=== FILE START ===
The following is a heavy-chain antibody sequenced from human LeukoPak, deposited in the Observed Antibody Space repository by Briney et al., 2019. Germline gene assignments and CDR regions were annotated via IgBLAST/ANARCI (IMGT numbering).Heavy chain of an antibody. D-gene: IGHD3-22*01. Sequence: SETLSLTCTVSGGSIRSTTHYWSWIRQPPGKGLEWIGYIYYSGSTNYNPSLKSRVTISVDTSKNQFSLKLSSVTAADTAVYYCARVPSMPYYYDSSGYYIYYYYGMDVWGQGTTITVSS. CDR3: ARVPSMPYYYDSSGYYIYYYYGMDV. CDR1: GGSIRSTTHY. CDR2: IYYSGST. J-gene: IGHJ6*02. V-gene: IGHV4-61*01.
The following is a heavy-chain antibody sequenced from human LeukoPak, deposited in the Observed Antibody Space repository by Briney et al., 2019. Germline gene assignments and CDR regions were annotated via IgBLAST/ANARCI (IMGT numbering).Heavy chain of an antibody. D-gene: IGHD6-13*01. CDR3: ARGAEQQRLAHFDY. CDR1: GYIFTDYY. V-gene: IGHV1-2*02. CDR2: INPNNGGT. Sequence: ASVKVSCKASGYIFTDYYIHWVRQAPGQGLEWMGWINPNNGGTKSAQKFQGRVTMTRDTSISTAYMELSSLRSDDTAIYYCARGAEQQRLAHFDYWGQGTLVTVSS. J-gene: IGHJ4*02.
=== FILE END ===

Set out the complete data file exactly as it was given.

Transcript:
The following is a heavy-chain antibody sequenced from human LeukoPak, deposited in the Observed Antibody Space repository by Briney et al., 2019. Germline gene assignments and CDR regions were annotated via IgBLAST/ANARCI (IMGT numbering).Heavy chain of an antibody. D-gene: IGHD3-22*01. Sequence: SETLSLTCTVSGGSIRSTTHYWSWIRQPPGKGLEWIGYIYYSGSTNYNPSLKSRVTISVDTSKNQFSLKLSSVTAADTAVYYCARVPSMPYYYDSSGYYIYYYYGMDVWGQGTTITVSS. CDR3: ARVPSMPYYYDSSGYYIYYYYGMDV. CDR1: GGSIRSTTHY. CDR2: IYYSGST. J-gene: IGHJ6*02. V-gene: IGHV4-61*01.
The following is a heavy-chain antibody sequenced from human LeukoPak, deposited in the Observed Antibody Space repository by Briney et al., 2019. Germline gene assignments and CDR regions were annotated via IgBLAST/ANARCI (IMGT numbering).Heavy chain of an antibody. D-gene: IGHD6-13*01. CDR3: ARGAEQQRLAHFDY. CDR1: GYIFTDYY. V-gene: IGHV1-2*02. CDR2: INPNNGGT. Sequence: ASVKVSCKASGYIFTDYYIHWVRQAPGQGLEWMGWINPNNGGTKSAQKFQGRVTMTRDTSISTAYMELSSLRSDDTAIYYCARGAEQQRLAHFDYWGQGTLVTVSS. J-gene: IGHJ4*02.